Tip: Tie education changes to student needs
CHARLESTON, W.Va. -- I heard something last week that is worth repeating: "Everyone is talking about this education audit as if it were a comprehensive universe of ideas. We can do everything in that audit and probably save some money, and not make any difference in third-grade reading."
That was Howard Seufer Jr., a partner at Bowles Rice McDavid Graff & Love and a board member at the Education Alliance.
Seufer, a former chairman of the Education Alliance board, is right to hold up third-grade reading proficiency as a worthy benchmark.
Most children who fail to master reading by the end of third grade don't manage to do it later. They struggle as school changes from learning to read to reading to learn. They fall further behind every year and many drop out of high school. This lowers their lifetime earnings and the nation's competitiveness and general productivity, the Annie E. Casey Foundation concluded in its 2010 report "EARLY WARNING! Why Reading by the End of Third Grade Matters."
"If you read well by the end of third grade, you change the academic discussion from then on," added Pat Kusimo, executive director of the Education Alliance.
Of course, rearing children who read well by the end of third grade starts much earlier than third grade. It happens in first grade when so much basic reading instruction and practice takes place. It happens in preschool and kindergarten when children play with shapes, sounds, rhymes and stories. It goes back to the toddler years and infancy, when adults sing songs, practice new words, read aloud and talk to babies. And at any of those points, if children aren't getting what they need, it will hurt them later. That's when intervention is needed. That is where the state's attention should be focused.
While the education report done by a Pennsylvania consulting firm and the state Board of Education's response to it contain some worthwhile recommendations, members of the Education Alliance are concerned that the opportunity for real improvements could be lost. I think they are right.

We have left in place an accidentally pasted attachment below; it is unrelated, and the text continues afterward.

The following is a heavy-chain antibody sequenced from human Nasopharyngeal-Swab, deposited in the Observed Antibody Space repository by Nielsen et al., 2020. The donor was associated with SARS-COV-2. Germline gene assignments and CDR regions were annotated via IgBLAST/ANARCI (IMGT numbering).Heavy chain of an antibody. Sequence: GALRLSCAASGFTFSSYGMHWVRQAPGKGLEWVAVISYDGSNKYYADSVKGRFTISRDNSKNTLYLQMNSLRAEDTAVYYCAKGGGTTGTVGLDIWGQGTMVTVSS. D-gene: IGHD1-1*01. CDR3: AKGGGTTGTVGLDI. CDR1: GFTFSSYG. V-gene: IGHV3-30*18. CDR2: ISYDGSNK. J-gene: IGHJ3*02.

"The problem we have with the audit is that it is about fiscal efficiency," Kusimo said. "It's not about educational optimization. Those are two different things."
While everyone wants to spend money more efficiently, such changes should be tied to how they are going to benefit students, the Alliance recommends.
Whatever the Legislature does with education this year, lawmakers should be sure to clearly state what outcomes are expected, what support will be given to meet those goals and how those goals will be measured.
"What gets monitored gets done," Kusimo said.
In addition to third-grade reading proficiency, the Alliance recommends making changes based on reducing the number of kids who have to repeat grades, improving test scores, enrolling more students in rigorous math and science and increasing high school completion rates.
In short, don't start with what is best for adults or anyone's pet reform project. Start with the achievements and outcomes you hope to attain, and do what has been shown to make a difference.
"I had a professor who used to say we're data rich and analysis poor," Kusimo said. "I understand now what he meant. We have so much information. But we are not analyzing it and using it in a way that informs our decision making."
Miller, the Gazette's editorial page editor, can be reached at firstname.lastname@example.org